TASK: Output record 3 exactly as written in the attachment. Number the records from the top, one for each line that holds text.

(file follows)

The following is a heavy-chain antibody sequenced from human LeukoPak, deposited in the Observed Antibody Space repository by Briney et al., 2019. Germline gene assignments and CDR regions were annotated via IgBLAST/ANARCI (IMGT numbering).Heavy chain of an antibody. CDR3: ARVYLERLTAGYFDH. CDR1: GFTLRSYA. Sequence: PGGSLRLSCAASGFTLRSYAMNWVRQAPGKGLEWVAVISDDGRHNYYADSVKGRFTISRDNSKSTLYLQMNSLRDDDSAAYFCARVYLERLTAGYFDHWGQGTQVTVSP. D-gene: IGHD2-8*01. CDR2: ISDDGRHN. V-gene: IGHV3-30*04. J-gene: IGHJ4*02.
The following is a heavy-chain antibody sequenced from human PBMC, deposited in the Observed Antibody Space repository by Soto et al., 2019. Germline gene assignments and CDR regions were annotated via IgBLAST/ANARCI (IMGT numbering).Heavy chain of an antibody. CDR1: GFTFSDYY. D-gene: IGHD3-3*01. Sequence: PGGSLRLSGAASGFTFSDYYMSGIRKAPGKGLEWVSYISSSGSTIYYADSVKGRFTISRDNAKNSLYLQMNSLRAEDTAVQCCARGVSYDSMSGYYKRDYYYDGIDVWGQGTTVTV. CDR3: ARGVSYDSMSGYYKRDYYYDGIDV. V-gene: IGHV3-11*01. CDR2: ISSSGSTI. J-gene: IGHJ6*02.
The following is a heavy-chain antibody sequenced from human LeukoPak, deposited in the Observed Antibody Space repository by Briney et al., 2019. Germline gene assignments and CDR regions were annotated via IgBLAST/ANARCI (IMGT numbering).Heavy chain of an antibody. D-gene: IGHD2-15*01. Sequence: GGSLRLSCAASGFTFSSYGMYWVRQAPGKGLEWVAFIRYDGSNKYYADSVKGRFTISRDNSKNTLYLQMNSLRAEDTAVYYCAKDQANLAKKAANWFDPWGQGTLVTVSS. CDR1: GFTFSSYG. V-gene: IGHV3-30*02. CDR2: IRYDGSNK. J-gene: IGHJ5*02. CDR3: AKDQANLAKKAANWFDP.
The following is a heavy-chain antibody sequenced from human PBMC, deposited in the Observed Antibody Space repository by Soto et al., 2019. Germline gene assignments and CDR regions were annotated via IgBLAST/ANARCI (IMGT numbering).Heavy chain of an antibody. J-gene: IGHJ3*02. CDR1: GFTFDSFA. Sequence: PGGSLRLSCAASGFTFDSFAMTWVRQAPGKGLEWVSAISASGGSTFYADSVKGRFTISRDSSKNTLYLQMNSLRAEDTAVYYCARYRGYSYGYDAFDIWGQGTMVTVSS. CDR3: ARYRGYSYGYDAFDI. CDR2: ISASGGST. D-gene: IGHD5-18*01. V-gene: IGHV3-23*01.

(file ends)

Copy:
The following is a heavy-chain antibody sequenced from human LeukoPak, deposited in the Observed Antibody Space repository by Briney et al., 2019. Germline gene assignments and CDR regions were annotated via IgBLAST/ANARCI (IMGT numbering).Heavy chain of an antibody. D-gene: IGHD2-15*01. Sequence: GGSLRLSCAASGFTFSSYGMYWVRQAPGKGLEWVAFIRYDGSNKYYADSVKGRFTISRDNSKNTLYLQMNSLRAEDTAVYYCAKDQANLAKKAANWFDPWGQGTLVTVSS. CDR1: GFTFSSYG. V-gene: IGHV3-30*02. CDR2: IRYDGSNK. J-gene: IGHJ5*02. CDR3: AKDQANLAKKAANWFDP.